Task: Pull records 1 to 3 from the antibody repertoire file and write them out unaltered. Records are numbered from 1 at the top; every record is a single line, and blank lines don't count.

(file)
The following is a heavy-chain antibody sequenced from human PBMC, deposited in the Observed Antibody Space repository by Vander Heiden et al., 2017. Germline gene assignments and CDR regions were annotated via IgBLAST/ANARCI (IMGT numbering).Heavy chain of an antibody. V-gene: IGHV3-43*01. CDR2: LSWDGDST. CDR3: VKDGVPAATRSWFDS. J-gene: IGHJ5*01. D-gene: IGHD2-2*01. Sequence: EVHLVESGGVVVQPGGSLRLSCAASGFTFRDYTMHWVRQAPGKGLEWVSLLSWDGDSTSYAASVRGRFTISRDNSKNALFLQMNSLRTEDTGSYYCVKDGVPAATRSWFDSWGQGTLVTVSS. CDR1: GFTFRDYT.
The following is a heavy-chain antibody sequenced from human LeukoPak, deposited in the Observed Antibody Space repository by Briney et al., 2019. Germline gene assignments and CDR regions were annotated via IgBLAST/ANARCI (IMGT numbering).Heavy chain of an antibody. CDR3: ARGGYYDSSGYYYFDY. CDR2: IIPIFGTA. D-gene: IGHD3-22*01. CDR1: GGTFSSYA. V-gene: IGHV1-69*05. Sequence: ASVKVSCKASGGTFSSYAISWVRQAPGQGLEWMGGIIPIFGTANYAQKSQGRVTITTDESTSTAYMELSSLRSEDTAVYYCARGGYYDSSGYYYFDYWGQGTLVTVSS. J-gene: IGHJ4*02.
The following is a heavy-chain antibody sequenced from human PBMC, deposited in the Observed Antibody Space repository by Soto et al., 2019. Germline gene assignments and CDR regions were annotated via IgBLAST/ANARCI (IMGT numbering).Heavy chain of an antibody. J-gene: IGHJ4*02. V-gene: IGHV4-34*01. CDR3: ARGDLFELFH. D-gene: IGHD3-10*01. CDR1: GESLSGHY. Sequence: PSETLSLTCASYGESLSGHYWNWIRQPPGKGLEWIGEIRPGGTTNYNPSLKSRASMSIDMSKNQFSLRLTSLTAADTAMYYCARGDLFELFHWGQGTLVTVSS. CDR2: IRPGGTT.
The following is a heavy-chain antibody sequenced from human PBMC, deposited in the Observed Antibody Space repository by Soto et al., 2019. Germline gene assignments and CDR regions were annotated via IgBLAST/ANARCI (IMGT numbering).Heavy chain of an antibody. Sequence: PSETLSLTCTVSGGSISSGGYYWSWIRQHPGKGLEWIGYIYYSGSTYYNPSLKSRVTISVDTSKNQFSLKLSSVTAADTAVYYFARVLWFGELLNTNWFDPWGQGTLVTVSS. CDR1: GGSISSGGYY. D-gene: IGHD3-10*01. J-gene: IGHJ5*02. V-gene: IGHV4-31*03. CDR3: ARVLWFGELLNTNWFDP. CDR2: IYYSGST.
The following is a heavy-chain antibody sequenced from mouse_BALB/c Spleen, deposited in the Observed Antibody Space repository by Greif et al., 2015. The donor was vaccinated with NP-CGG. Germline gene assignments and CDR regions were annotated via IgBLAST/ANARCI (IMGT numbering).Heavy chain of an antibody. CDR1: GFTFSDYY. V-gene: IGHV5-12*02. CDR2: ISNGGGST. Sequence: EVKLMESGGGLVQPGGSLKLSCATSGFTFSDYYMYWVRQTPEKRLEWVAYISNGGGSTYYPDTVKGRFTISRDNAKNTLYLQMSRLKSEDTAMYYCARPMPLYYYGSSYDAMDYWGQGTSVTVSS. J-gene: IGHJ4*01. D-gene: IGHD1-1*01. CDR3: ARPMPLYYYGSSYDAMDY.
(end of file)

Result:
The following is a heavy-chain antibody sequenced from human PBMC, deposited in the Observed Antibody Space repository by Vander Heiden et al., 2017. Germline gene assignments and CDR regions were annotated via IgBLAST/ANARCI (IMGT numbering).Heavy chain of an antibody. V-gene: IGHV3-43*01. CDR2: LSWDGDST. CDR3: VKDGVPAATRSWFDS. J-gene: IGHJ5*01. D-gene: IGHD2-2*01. Sequence: EVHLVESGGVVVQPGGSLRLSCAASGFTFRDYTMHWVRQAPGKGLEWVSLLSWDGDSTSYAASVRGRFTISRDNSKNALFLQMNSLRTEDTGSYYCVKDGVPAATRSWFDSWGQGTLVTVSS. CDR1: GFTFRDYT.
The following is a heavy-chain antibody sequenced from human LeukoPak, deposited in the Observed Antibody Space repository by Briney et al., 2019. Germline gene assignments and CDR regions were annotated via IgBLAST/ANARCI (IMGT numbering).Heavy chain of an antibody. CDR3: ARGGYYDSSGYYYFDY. CDR2: IIPIFGTA. D-gene: IGHD3-22*01. CDR1: GGTFSSYA. V-gene: IGHV1-69*05. Sequence: ASVKVSCKASGGTFSSYAISWVRQAPGQGLEWMGGIIPIFGTANYAQKSQGRVTITTDESTSTAYMELSSLRSEDTAVYYCARGGYYDSSGYYYFDYWGQGTLVTVSS. J-gene: IGHJ4*02.
The following is a heavy-chain antibody sequenced from human PBMC, deposited in the Observed Antibody Space repository by Soto et al., 2019. Germline gene assignments and CDR regions were annotated via IgBLAST/ANARCI (IMGT numbering).Heavy chain of an antibody. J-gene: IGHJ4*02. V-gene: IGHV4-34*01. CDR3: ARGDLFELFH. D-gene: IGHD3-10*01. CDR1: GESLSGHY. Sequence: PSETLSLTCASYGESLSGHYWNWIRQPPGKGLEWIGEIRPGGTTNYNPSLKSRASMSIDMSKNQFSLRLTSLTAADTAMYYCARGDLFELFHWGQGTLVTVSS. CDR2: IRPGGTT.